November 10, 2005

Today's Pond Q&A

Today's Pond Q&A

In this issue:




Hi, Carolyn,

I built my pond last summer and for the most part made it
through our Canadian winter (Toronto to be exact). I had a pond
heater which kept a nice hole in the pond until I used it to tap
the ice around it and I believe I broke the element inside. I
bought an air bubbler and it for the most part worked too.

Since then all of my gold fish have died except for 1. His name
is now Lucky. I have no idea how it happened, but there are now
15 babies in the pond. I did not expect babies after the first
year. The problem I have is the water temp is already 55F so
I've stopped
feeding them.

Can the small fish that are still growing survive the winter with
no food? How will they be able to grow? I really don't have a
place to put them if I had to take the out of the pond.

Sorry for such a long e-mail.

- Mark Horgan

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Hi, Mark,

As you don't have a place to put them indoors, I suggest you
replace the floating de-icer outside for this winter and leave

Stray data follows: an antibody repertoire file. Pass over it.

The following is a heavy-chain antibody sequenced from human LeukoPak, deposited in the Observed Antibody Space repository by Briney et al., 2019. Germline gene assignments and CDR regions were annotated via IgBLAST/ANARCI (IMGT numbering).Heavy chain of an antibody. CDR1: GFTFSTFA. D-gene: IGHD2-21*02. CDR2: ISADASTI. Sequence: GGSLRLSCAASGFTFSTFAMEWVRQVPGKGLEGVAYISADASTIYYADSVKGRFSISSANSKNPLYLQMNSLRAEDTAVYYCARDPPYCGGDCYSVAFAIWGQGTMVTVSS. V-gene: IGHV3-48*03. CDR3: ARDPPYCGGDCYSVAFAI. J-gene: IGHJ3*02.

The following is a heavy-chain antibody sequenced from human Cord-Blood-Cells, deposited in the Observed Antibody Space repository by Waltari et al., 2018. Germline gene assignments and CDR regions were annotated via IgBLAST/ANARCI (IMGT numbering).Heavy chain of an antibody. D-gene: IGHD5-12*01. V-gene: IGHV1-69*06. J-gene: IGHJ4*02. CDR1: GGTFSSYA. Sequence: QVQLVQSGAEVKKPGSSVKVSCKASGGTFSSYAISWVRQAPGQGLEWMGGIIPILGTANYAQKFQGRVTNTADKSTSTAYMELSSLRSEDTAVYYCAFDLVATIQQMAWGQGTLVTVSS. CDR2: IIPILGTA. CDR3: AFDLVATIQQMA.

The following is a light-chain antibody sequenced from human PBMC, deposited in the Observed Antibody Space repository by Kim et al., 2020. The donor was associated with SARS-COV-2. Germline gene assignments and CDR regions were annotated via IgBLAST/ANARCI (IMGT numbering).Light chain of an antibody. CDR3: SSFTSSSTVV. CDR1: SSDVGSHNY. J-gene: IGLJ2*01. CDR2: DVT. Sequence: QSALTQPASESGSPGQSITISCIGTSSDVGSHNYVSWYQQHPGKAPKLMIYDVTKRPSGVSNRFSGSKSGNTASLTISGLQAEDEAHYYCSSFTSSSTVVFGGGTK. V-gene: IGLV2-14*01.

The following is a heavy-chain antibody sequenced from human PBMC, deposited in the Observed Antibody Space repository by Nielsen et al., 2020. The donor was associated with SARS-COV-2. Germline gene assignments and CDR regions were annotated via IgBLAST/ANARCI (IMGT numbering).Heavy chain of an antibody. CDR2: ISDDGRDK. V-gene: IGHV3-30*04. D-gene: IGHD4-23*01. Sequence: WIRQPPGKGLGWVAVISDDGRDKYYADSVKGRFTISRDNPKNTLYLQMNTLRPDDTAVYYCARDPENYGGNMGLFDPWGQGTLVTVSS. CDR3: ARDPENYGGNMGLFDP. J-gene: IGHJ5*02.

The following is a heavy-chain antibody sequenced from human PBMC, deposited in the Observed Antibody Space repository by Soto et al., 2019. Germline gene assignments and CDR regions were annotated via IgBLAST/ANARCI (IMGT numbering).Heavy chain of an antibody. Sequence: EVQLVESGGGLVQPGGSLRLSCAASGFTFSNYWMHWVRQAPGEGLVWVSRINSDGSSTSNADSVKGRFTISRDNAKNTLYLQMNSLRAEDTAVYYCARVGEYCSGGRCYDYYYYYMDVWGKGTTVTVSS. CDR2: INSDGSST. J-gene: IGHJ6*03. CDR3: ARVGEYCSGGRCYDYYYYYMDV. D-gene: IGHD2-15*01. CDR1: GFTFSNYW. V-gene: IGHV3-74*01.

them to themselves. They are quite resilient and will find
algae, insects and snails to carry them over.

Plus, their metabolism slows down, being "cold-blooded" their
body temperatures are always the same as the environment in
which they exist, so they won't be using any energy in the cold.
It is a semi-hibernation. The less fuel they use, the less
they need.

Just provide them with the cleanest environment you can, okay?
You don't want parasites feeding ON THEM over the winter while
they sleep.




I have a 10,000 gallon pond. I have oxyginating plants that do
very well. I have anchored them with a small twisty of lead,
however the ppalnts become so large the buoyancy of the plant
becomes greater than the weight. The plants float to the top. Do
you have any suggestions.

- James



Yes,James, why not plant them in pots? I wouldn't like to keep
the lead in my pond anyway. As long as the fish aren't eating
them I would think that planting them would be the best solution.
You do realize that oxygenating plants are only giving off
oxygen during the daylight, don't you? The rest of the time,
during the night and sunless days, they will use it up and give
off carbon dioxide.

- Carolyn

Happy Pondkeeping!

MacArthur Water Gardens

MacArthur Water Gardens
PO Box 3628
Alpharetta, GA 30023-3628

Posted by bfogle at November 10, 2005 02:00 PM